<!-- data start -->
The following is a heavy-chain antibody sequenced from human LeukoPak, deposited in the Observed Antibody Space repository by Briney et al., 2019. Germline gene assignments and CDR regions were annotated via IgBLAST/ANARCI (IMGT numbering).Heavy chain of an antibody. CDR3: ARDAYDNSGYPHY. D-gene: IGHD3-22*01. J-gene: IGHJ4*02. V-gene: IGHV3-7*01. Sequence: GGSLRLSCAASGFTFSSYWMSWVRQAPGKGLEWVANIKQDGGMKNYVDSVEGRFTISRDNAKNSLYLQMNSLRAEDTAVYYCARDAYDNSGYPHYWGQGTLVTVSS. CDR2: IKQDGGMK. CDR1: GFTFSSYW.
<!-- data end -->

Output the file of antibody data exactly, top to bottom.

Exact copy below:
The following is a heavy-chain antibody sequenced from human LeukoPak, deposited in the Observed Antibody Space repository by Briney et al., 2019. Germline gene assignments and CDR regions were annotated via IgBLAST/ANARCI (IMGT numbering).Heavy chain of an antibody. CDR3: ARDAYDNSGYPHY. D-gene: IGHD3-22*01. J-gene: IGHJ4*02. V-gene: IGHV3-7*01. Sequence: GGSLRLSCAASGFTFSSYWMSWVRQAPGKGLEWVANIKQDGGMKNYVDSVEGRFTISRDNAKNSLYLQMNSLRAEDTAVYYCARDAYDNSGYPHYWGQGTLVTVSS. CDR2: IKQDGGMK. CDR1: GFTFSSYW.